LFP or LifePo4: questions about using

I am contemplating buying a LFP or LIFEPO4 battery system for my off grid farm as the advantages of the LFP battery fit my particular requirements very well.

I am interested in hearing from those of you who have LFP battery systems. If you could help me out with specific assurances I would be most grateful.

One: Did you find that the batteries charge much faster than with FLA?
I hear they are 95% efficient. I have a 3 month period at the farm where the days are getting shorter and the cloud cover is heavy and persistent. I often only get a few hours of bright light a day. I have even recorded one day with 0 watts from a 1.5 kw solar system. A more efficient charge will benefit me. Your experiences?

(I did read one British fellow who has had his system for over a year say his "equalize" stage is 10 minutes. Yikes!)

Two: How do you measure the remaining power in your battery bank if there is no change in the voltage?
Are you using some kind of amperage monitor (trimetric or similar?)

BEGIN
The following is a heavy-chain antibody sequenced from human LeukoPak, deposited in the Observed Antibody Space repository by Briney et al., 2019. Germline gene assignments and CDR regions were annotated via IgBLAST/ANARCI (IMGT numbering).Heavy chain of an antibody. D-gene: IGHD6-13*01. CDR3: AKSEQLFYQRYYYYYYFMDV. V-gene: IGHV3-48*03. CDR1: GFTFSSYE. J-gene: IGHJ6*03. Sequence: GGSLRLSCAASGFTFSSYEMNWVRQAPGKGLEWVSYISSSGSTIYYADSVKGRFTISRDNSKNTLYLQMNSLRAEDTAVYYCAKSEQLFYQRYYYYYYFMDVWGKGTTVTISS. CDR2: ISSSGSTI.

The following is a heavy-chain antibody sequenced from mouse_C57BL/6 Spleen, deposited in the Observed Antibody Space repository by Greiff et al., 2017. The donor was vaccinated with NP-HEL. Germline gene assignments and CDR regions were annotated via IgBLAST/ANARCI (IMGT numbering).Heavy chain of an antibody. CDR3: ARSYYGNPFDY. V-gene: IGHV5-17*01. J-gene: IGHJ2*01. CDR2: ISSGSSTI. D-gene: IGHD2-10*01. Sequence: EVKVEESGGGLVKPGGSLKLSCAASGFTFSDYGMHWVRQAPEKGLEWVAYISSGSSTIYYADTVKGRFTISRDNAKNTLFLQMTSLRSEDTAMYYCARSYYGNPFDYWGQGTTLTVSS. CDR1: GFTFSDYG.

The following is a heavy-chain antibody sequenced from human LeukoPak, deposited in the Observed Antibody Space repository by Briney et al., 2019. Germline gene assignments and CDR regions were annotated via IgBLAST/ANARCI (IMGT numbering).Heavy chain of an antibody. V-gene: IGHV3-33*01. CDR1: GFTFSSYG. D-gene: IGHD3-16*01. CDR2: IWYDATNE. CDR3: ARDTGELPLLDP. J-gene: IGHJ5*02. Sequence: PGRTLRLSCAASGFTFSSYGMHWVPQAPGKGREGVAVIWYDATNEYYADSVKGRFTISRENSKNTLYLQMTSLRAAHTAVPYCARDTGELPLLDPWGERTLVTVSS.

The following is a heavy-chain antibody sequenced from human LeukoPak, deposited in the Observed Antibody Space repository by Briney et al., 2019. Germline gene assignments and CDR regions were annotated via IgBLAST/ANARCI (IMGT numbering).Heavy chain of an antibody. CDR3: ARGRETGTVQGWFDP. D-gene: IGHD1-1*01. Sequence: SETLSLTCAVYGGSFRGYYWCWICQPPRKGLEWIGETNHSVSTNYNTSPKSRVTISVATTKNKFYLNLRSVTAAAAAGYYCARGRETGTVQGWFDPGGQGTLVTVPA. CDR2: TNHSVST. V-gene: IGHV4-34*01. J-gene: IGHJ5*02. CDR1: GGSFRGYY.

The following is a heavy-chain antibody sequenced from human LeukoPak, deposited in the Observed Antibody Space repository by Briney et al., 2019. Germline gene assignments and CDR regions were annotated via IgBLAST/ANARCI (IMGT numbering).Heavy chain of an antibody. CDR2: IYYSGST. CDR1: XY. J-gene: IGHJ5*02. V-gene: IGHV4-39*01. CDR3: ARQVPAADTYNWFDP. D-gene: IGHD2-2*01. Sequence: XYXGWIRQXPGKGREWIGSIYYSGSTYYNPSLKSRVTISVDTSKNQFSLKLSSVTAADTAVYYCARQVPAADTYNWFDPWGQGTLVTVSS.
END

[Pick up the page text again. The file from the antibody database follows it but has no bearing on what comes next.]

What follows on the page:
Three: Has anyone used this system in a very cold climate? Did your battery maintain full power at this kind of temperature?
I have recorded battery temperatures as low as -17C (essentially 0F). I was pretty much forced to use my system for lights only. Now I have an electric fridge, water pumps, etc so I am forced to heat my batteries. I would like to do away with this requirement.

Thank you for your time and assistance in this query. Any other thoughts or glowing admiration for your battery are welcome. Love and happiness. Creeky.
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Comments

  • Alaska ManAlaska Man Solar Expert Posts: 252 ✭✭
    Re: LFP or LifePo4: questions about using

    I think the concensus is, many believe they will work if they perform as advertised, but most are reluctant to be the first one on that band wagon.

    Please let us know what you find out if you decide to take the leap. There have been some who have tried very small LifePo4 batteries and have posted positive results.
  • zonebluezoneblue Solar Expert Posts: 1,218 ✭✭✭✭
    Re: LFP or LifePo4: questions about using

    Maybe also add your system spec to your sig, that will help others in their responses.
    1.8kWp CSUN, 10kWh AGM, Midnite Classic 150, Outback VFX3024E,
    http://zoneblue.org/cms/page.php?view=off-grid-solar


  • ReedReed Solar Expert Posts: 55 ✭✭
    Re: LFP or LifePo4: questions about using